W3C home > Mailing lists > Public > www-style@w3.org > July 2008

Re: Proposal for adding variable declaration blocks

From: Brad Kemper <brkemper@comcast.net>
Date: Sat, 19 Jul 2008 21:52:39 -0700
To: "Francois Remy" <fremycompany_pub@yahoo.fr>
Message-Id: <9AC82236-24A3-4C14-9186-BE81A286BC24@comcast.net>
Cc: "Simetrical" <simetrical@gmail.com>, "James Elmore" <James.Elmore@cox.net>, "www-style list" <www-style@w3.org>

On Jul 18, 2008, at 1:50 PM, Francois Remy wrote:

>> I don't care, honestly.  var() is more CSS-style.  I just prefer
>> $varName over =varName or =varName=.
> Yes =varName is ugly, I agree with you.

As the person who proposed =varName , I would like to say that I now  
understand the reasons for $ as a prefix, and I'm OK with it. I still  
prefer the equals sign, and am more familiar with Web scripting  
languages that don't use it (like JavaScript and vbsscript), but if  
most others think it is ugly, I can certainly live with the $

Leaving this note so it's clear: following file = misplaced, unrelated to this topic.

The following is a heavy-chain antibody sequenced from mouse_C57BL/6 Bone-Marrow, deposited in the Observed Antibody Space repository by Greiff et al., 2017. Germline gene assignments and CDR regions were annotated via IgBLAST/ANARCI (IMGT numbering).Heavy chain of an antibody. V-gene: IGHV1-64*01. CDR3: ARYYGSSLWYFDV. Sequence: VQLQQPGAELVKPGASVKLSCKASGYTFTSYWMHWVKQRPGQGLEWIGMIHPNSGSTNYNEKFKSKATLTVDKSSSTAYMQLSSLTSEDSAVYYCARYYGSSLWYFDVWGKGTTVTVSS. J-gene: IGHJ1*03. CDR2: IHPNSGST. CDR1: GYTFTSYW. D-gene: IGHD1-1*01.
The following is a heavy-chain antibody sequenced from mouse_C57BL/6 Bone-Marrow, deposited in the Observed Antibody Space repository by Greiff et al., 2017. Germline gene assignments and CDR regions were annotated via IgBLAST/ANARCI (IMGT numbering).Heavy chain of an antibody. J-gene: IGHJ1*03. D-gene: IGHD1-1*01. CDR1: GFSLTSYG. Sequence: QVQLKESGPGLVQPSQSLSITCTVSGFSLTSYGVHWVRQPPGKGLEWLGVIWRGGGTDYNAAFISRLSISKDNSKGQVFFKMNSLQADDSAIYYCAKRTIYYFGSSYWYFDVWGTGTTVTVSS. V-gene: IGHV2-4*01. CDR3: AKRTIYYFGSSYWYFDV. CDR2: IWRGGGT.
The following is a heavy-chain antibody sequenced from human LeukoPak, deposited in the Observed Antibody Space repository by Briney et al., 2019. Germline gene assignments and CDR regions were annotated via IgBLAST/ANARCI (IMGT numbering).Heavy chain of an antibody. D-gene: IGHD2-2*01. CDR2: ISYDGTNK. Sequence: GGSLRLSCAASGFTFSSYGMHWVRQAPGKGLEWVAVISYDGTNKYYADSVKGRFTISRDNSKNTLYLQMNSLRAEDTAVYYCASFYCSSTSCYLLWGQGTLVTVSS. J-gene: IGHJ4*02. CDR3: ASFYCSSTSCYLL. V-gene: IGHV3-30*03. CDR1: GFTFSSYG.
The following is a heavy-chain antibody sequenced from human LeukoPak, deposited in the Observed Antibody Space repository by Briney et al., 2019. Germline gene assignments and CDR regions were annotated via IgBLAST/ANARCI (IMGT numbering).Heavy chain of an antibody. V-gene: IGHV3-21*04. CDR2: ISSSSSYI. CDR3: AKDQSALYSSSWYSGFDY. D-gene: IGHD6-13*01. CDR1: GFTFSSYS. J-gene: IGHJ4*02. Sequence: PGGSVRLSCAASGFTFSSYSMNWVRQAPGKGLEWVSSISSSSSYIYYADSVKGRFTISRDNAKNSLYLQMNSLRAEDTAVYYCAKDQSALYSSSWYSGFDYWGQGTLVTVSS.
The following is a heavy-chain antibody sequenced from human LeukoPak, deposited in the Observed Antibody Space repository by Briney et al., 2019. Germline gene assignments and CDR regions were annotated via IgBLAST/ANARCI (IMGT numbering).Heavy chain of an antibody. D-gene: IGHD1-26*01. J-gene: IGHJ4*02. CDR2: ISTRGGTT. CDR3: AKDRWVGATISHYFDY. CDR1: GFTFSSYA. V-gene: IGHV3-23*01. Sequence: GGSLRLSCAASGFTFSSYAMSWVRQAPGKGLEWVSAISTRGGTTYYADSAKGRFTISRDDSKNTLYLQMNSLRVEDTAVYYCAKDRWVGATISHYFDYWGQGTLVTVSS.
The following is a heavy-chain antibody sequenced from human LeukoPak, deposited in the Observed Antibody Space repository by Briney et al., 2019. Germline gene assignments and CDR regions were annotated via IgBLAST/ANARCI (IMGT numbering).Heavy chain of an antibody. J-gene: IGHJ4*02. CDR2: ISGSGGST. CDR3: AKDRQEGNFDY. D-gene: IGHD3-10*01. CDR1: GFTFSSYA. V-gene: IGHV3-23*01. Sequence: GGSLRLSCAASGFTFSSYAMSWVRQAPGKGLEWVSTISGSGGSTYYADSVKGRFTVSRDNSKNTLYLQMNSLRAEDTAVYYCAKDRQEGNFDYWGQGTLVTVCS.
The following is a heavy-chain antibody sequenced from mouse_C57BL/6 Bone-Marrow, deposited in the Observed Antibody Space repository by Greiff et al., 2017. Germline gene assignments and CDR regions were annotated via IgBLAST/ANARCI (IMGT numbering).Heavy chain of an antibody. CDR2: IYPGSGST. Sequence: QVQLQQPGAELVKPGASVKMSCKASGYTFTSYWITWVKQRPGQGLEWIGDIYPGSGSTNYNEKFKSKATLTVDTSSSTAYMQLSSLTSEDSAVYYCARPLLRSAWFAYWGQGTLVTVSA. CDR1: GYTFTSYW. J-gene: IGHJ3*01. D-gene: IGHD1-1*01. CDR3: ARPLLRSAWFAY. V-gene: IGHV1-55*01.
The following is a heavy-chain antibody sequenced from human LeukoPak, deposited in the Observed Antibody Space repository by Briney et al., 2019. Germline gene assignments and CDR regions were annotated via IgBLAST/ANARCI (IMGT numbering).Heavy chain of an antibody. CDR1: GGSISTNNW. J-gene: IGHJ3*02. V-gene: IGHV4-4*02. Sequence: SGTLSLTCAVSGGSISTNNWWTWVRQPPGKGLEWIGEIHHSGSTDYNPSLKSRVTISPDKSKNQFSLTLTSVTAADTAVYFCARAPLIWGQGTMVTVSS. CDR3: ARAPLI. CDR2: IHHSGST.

alternative. I like it a hundred times more than using functional  
notation like var(varName). That seems completely unneeded. Functional  
notation is used when you need to contain something with its own  
syntax like url(), or a group of sub-values as with rgb(). The  
variable name would likely be alphanumeric only, so a simple and  
understandable single letter prefix is best, and easy to understand  
and remember.

This extra symbol is only needed when the value is called (for forward  
compatibility with future keyword values), not when it is defined  
(since the @ rule would prevent problems with other specs). So I feel  
this is the best (if no one but fantasai and I like "=varName"):

@define {
   myForegroundColor: blue;
   myBackgroundColor: green;
   myButtonStyle: {
     border: outset silver;
     background: silver;

h1 {
   background-color: @myForegroundColor;
Received on Sunday, 20 July 2008 04:53:24 UTC

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